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HomeGlobal Perspective & Critical ResearchNationalism and Withdrawals from Intergovernmental Organizations: Connecting Theory and Data

Nationalism and Withdrawals from Intergovernmental Organizations: Connecting Theory and Data

Author: Seung-Whan Choi

Affiliation: University of Illinois at Chicago 

Organization/Publisher: The Review of International Organizations

Date/Place: 17, Jan 2022/ Switzerland 

Type of Literature: Academic Journal Article

Number of Pages: 11


Keywords: Nationalism, Political Leaders, Withdrawals from Intergovernmental Organizations, Popular Belief, and Connecting Theory with Data


Recent work by von Borzyskowski and Vabulas (2019) has shown that the popular belief that states withdraw from intergovernmental organizations (IGO) due to increased nationalism among the populace is not entirely correct. Based on a data set of 493 IGOs between 1945 to 2001, the main pattern of withdrawal they observe is better explained by geopolitical factors or democratic levels within the state and/or within the organization. The author of the present study argues that rather than a rise of nationalism among the people, nationalist politicians use the threat of exiting IGOs as a tool to bolster their authority. For nationalist politicians, IGOs are obstacles to the flow of national sovereignty put there on behalf of the globalized elites. The author attempts to reproduce von Borzyskowski and Vabulas’ work by augmenting the nationalism variable to include leader-based nationalism as opposed to simply party nationalism or popular nationalism. Utilizing data sets that the author argues are the largest and most comprehensive surveys of political leadership, the author observes that there is a significant correlation between this form of nationalism and state withdrawal from IGOs. The author concludes, “When nationalist political leaders desire greater autonomy in foreign policy decision-making, they are more likely to withdraw form IGOs that are not compatible with their national interests.” The author concludes that the previous work on the relation between nationalism and withdrawal from IGOs was due to the fact that there was a disconnect between theory and practice—the previous study did not take into account the different forms of nationalism. In practice, the nationalism that effects IGO withdrawal is not the form that was being measured. When we adjust the relationship between theory and practice, the author argues we are able to confirm the popular belief that rising leader-based nationalism does give a positive indication of intergovernmental organization withdrawal.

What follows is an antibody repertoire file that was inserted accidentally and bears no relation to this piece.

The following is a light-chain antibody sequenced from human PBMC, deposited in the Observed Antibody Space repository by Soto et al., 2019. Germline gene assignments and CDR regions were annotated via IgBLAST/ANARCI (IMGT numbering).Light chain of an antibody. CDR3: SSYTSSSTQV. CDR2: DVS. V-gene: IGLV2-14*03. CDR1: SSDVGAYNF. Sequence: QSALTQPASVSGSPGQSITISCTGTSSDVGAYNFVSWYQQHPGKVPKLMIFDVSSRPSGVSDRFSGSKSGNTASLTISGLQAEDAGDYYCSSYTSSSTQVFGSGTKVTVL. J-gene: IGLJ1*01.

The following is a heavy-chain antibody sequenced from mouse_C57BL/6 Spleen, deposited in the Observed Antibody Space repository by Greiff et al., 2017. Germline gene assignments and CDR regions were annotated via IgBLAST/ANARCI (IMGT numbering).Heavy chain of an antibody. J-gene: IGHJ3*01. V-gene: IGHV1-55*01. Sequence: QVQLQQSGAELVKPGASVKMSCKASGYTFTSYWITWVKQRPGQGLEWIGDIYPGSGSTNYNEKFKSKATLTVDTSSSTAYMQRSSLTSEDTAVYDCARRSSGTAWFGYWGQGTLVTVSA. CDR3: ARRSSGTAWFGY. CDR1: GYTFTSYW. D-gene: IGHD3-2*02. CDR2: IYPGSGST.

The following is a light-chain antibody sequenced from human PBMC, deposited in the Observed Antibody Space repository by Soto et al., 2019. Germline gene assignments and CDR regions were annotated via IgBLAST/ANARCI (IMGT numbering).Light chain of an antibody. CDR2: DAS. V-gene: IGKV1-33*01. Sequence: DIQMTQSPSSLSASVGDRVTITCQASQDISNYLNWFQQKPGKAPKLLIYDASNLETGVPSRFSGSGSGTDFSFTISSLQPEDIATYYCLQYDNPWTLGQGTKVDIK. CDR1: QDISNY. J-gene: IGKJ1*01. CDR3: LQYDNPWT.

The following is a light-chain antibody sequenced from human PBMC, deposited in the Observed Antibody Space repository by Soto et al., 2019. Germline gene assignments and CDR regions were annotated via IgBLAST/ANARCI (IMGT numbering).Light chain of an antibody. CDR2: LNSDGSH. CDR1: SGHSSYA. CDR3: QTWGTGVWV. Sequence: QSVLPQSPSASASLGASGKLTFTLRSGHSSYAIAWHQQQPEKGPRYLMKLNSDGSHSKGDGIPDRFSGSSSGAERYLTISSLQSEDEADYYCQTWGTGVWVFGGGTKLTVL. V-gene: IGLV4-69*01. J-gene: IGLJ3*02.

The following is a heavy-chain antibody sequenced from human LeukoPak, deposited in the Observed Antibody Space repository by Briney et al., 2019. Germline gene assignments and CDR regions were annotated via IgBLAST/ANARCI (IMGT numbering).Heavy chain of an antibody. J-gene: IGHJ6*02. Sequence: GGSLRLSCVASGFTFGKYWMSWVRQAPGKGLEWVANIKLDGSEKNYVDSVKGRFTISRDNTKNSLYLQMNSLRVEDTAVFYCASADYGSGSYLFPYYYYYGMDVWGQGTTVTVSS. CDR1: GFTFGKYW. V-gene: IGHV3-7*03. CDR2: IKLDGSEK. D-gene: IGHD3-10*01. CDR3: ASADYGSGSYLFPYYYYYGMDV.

By: Üveys Han, CIGA Senior Research Associate




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